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FOURPLAY: Interview with Director Kyle Henry by

Jose Villarreal in FOURPLAY 01

Few films could score a scene of a woman’s sexual awakening with a dog to a romantic, ridiculous Pino Donaggio-like synth score, and pull it off, but in Fourplay director Kyle Henry creates a moment that’s as sensitive as it is funny. 

In Fourplay, a feature anthology of four short stories of sexual intimacy, the protagonists  (half of home live in middle-class cities cities, like Skokie and Tampa, that have rarely been associated with sex), all face life-changing sexual encounters.

In “Skokie”, a closeted lesbian woman dog-sits for her minister’s wife, and her repressed desires result a special relationship with the dog. The more subdued “Austin” concerns a couple struggling whether or not to have a baby, while “Tampa” (an audience-favorite when it screened as its own short at Sundance) is an gleefully outrageous, dialogue-less sexual cartoon in which a shy man cruises a mall bathroom, is presented with a variety of possible sexual partners. Finally, in the Romantic with a capital-R “San Francisco”, a cross-dressing sex worker is assigned to a quadriplegic man.

The protagonists and scenarios in Fourplay are are impassioned, ridiculous, and strange, and directed with empathy and humor by Henry, completely human. As Megan Abbot asks in the preface to Florida Gothic Stories (a collection of noir short stories about strange lust and love, including one about a woman’s affair with a dolphin), “Who are we to judge these damaged souls, who rise higher than we do because, in the end, they care more, need more, grasp for it, because for them, everything matters so much? These are dreamers, yearners, and even in their pettiest desires… they are beautiful.”

Fourplay will screen at festivals throughout the fall, including this week as one of the opening night films at Out on Film in Atlanta on Thursday, October 4, and on Friday, October 5  in Austin as the Centerpiece Austin Gay and Lesbian International Film Festival.

I was really moved by Fourplay, unexpectedly.

Where were you moved?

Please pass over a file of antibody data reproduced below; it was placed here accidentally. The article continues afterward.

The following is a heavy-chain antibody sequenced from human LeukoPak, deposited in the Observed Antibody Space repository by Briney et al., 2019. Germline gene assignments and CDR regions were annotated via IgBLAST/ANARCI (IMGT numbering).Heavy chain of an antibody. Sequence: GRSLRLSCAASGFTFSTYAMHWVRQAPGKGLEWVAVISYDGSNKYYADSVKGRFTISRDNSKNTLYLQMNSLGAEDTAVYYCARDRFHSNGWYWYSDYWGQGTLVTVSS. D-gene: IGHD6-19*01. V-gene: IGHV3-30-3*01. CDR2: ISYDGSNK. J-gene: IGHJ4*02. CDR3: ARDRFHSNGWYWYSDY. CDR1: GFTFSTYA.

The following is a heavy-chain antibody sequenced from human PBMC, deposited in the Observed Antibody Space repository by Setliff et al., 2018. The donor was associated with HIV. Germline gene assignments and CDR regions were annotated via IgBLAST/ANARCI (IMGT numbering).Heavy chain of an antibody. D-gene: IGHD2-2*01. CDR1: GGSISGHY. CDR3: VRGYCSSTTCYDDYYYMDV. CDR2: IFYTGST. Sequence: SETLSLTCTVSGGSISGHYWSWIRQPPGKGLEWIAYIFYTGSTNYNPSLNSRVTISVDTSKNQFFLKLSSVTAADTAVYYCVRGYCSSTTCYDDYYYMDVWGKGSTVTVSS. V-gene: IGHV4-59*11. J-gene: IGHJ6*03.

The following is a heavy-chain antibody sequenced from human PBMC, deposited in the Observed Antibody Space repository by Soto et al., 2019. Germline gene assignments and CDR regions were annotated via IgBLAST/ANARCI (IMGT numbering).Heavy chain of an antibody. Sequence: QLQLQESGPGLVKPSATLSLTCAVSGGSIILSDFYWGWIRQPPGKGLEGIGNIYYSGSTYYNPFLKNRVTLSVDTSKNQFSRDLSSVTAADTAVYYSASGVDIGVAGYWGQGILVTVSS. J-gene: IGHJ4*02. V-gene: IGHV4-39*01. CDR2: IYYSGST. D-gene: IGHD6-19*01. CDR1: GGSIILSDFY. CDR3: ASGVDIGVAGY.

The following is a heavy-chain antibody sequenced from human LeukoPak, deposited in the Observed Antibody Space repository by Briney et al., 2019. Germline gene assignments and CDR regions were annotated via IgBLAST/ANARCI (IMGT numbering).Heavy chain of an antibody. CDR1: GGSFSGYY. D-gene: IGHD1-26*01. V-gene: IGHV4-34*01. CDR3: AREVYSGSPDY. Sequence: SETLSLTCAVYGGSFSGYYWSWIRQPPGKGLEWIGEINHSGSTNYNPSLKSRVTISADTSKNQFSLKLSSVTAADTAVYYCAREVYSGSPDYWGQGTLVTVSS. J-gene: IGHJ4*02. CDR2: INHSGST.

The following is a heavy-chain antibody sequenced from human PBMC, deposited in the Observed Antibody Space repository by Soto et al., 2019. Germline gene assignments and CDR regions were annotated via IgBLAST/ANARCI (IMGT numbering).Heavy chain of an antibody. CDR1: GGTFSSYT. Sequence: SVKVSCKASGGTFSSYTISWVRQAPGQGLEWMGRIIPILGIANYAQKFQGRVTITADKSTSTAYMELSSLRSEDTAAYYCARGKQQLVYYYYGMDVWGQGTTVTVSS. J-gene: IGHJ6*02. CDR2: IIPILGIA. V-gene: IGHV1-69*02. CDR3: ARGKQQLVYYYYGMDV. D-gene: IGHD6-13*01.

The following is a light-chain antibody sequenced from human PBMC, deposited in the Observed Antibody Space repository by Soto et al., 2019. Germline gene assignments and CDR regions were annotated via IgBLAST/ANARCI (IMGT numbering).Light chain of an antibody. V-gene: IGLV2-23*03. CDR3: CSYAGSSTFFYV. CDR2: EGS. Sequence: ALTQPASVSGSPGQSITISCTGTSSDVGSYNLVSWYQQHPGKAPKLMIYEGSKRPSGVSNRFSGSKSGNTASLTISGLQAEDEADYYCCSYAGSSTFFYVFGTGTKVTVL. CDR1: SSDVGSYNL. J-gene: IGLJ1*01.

I was moved by “Skokie”, surprisingly. It’s very noir in a more open-ended definition, not with how we typically consider it. It’s about people with kind of extreme desires and acknowledging that there is some kind of moral center, but then veering off. There was love for each character and I feel like a lot of movies about sex are kind of couched in non-judgment rather than emotional engagement.

 That was one of our goals and that was what we did not see a lot of in terms of films that are being made right now that involve sexual content. I won’t mention any titles by name, but there are things in films that we saw that we were like, “Why can’t you engage with this behavior which is just one aspect of our lives and give it its due and importance in the story and not have it be diverting or T&A, or a morality tale where the person is lost inside the judgment of the act.

And, for example, people come away from this film saying “wow it’s complicated and it’s amazingly diverse in the experiences but I see myself in these people.” For me, a major film was the Schlesinger film Sunday Bloody Sunday (1971) which I got to see very early in my life on VHS, and there’s nothing being made right now that deals with this sort of complicated relationship between Peter Finch, a young man, and Glenda Jackson. The main character is this young bisexual kid, Murray Head, who is an art student who I don’t think went on to do anything else.

“Skokie” felt queer obviously but do you see the dog as a vessel for her to transfer desire, or is it something else…